Image: Jacquelyn Martin/AP

The Dangers of DACA

In the aftermath of the rescission, the extensive personal information of DREAMers, collected by the government, has also become a cause for concern for many recipients and immigrant rights advocates.

A Department of Homeland Security official said that all personal information provided to the government by DACA recipients would be kept in the department’s system.

“I was skeptical when President Obama first announced this program,” Dúmet said. “Not just me, but thousands of students who were eligible for DACA because it meant you’re giving your information to the government....and that’s why so many didn’t apply. We thought it was just a way to catch us, for the government to deport us.”

Recipients had to hand over extensive background information and pass fingerprint checks.

"This is an arbitrary deadline. This is a manufactured crisis." - Lorella Praeli

That information is now subject to being handed over — upon request —  to Immigration and Customs Enforcement (ICE) by Citizenship and Immigration Services.

“It’s like a dystopian book, it’s very crazy, I feel very uncertain,” Dale St. Marthe, a DREAMer born in St. Lucia told Global Citizen.

St. Marthe was brought to Miami, Florida when he was only a baby after a medical condition “became something the doctors couldn’t handle” in his own country.

In Miami, he was diagnosed with severe immune deficiency.

“I got the treatment I needed but since my state, my situation was so rocky...we decided that I needed to stay,” he said.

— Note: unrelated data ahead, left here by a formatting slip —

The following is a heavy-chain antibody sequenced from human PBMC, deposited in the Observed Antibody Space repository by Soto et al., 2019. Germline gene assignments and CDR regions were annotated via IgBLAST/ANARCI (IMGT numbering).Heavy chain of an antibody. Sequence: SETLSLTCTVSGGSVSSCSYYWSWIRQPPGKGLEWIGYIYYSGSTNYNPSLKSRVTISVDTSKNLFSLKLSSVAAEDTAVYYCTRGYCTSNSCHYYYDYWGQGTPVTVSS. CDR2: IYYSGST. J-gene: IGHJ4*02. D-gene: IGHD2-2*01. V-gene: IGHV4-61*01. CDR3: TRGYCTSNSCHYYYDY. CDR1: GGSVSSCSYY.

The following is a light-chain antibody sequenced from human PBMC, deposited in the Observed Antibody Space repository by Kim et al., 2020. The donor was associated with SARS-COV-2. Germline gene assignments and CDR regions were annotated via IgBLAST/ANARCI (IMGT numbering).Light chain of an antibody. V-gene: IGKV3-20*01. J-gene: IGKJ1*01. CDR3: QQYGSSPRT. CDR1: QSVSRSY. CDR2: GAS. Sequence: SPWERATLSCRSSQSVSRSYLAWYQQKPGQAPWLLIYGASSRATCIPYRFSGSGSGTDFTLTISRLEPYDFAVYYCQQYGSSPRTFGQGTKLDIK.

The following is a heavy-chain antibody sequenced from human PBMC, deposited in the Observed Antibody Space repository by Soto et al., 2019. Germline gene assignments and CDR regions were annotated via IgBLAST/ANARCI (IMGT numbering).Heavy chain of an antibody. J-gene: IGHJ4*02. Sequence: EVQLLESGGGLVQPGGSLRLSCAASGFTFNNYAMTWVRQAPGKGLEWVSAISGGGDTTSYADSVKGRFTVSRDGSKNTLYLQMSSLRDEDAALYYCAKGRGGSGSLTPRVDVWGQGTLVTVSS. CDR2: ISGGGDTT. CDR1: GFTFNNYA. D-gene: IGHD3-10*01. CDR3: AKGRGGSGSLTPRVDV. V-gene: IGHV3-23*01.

In this photo made Thursday, March 6, 2015, U.S. Immigration and Customs Enforcement agents enter an apartment.
Image: LM Otero/AP

Keeping Hope Alive

Those who emigrate to America; who come in the shadows; who overstay their visas often do it out of desperation.

They flee their homes looking for medical treatment or asylum in the US and share the same concerns about security and safety that Americans have. And they leave behind entire lives.

“Coming to the United States was not just about getting more,” Isaac Montiel, a DREAMer from Mexico told Global Citizen. “It was also about everything that we gave up in our countries. I had to give up seeing my family.”

Montiel saw his dad again for the first time in 14 years last December on a trip to Puebla, Mexico.

“When I had to say good bye, it was just heartbreaking,” he shared. “It was really sad because I don’t know if I’m going to have the chance to see him again.”

Still, the United States, to Montiel, “is home.”

DACA, he said, has helped him “both personally and professionally,” allowing him to seek out higher education full-time, as well as better job opportunities.

He’s not alone.

A 2017 survey from the University of California, San Diego found that 5% of DACA recipients have started their own business, 65% have bought their first car, 16% have become homeowners, and 61% said that they’d been able to find jobs that “suited the careers they wanted to have.”

Up until Trump’s announcement, Montiel had plans on first graduating from college in the fall and later starting a business with some friends.

“That’s still my plan,” Montiel said, “despite whatever happens.”

Image: Rebecca Lee Sanchez for Global Citizen